December 19, 2016
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December 21, 2016 at 4:47 pm
And an addition to my second comment:
The road to a local IGF: Country profiles, A condensed collection of the experiences fellows made (and are making) setting up a national IGF: http://igf.academy/IGF-Academy-profiles.pdf)
See in context
December 21, 2016 at 4:46 pm
In addition to my comment above, this could be a useful resource to include as well:
The road to a local IGF: Strategies and experiences, a collection of tools useful to kickstart an IGF – a template for a SWOT, ideas and strategy for a fundraising plan, a communication strategy, and a roadmap template: http://igf.academy/IGF-Academy-road-to-IGF.pdf)
December 20, 2016 at 2:52 pm
I had submitted some substantive comments over email and hope they were incorporated. These include, what I see, is the need for:
1. Links to relevant resources:
Previously submitted NRI documents from various regions that help illustrate and reinforce parts of the toolkit (and gives the reader an idea of what the required materials should look like);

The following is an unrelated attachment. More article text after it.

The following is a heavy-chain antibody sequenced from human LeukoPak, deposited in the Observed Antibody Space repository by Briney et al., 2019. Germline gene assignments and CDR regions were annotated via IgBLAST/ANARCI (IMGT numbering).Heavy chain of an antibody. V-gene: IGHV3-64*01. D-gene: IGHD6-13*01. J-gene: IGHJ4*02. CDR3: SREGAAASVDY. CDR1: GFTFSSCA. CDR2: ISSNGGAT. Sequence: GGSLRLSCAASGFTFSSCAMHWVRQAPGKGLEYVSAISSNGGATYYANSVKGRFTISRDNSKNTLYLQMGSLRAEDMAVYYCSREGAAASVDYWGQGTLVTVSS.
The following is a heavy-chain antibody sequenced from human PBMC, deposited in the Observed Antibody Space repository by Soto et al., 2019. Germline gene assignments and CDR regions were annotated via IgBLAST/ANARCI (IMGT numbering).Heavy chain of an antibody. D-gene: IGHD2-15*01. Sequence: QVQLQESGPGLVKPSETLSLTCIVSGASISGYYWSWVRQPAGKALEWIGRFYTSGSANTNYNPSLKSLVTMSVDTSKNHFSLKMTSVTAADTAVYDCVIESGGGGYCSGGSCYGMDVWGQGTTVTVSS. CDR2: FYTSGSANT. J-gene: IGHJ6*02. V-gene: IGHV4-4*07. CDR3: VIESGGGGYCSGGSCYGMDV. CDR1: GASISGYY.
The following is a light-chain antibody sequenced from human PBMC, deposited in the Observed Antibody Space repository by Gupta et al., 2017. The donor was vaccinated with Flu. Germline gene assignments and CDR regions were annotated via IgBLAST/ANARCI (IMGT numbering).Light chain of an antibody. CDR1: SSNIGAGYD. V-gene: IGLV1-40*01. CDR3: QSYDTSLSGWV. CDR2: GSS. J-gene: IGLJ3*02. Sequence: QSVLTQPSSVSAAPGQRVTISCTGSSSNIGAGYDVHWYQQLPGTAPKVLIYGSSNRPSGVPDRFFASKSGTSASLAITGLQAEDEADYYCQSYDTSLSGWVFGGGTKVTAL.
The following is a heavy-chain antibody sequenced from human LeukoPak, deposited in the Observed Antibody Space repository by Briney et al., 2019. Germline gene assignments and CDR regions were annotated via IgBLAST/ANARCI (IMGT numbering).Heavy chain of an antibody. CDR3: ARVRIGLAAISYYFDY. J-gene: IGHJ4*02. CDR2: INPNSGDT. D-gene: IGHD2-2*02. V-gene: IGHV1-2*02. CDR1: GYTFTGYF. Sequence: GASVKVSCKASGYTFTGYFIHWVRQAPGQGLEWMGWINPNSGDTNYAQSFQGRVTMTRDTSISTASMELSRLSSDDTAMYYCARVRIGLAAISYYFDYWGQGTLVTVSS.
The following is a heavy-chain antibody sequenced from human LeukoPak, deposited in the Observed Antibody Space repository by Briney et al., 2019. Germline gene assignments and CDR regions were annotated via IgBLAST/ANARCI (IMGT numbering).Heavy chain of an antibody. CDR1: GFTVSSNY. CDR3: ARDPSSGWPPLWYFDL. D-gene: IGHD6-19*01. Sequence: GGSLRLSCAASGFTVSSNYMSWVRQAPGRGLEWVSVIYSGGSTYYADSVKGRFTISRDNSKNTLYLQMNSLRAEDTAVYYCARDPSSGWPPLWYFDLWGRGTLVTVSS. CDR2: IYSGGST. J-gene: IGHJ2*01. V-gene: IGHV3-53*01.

This includes NRI reports, which have been or will be included
Other relevant documents and links from non-NRI-related resources (such as ISOC / ICANN documents about multistakeholder processes, etc.).
Including the Core principles is good, and also linking to the IGF Code of Conduct in case it isn’t.
Some resources I was thinking of regarding the MSM that could be good reference material were the following:
https://www.ourinternet.org/report (Global Commission on Internet Governance)
http://pubdocs.worldbank.org/en/591571452529901419/WDR16-BP-Multistakeholder-Dutton.pdf (World Bank)
http://library.uniteddiversity.coop/Cooperatives/Multi-Stakeholder_Co-ops/Multi-Stakeholder_Governance_And_The_Internet_Governance_Forum.pdf (Jeremy Malcolm, ed.).
Best practices and recommendations; and
A list of organizations or stakeholders that might be good places to reach out to for support and/or funding. There is no mention of the IGFSA, for instance (at least there did not used to be). I’m not sure if this was already addressed previously, but it was something that stuck out to me.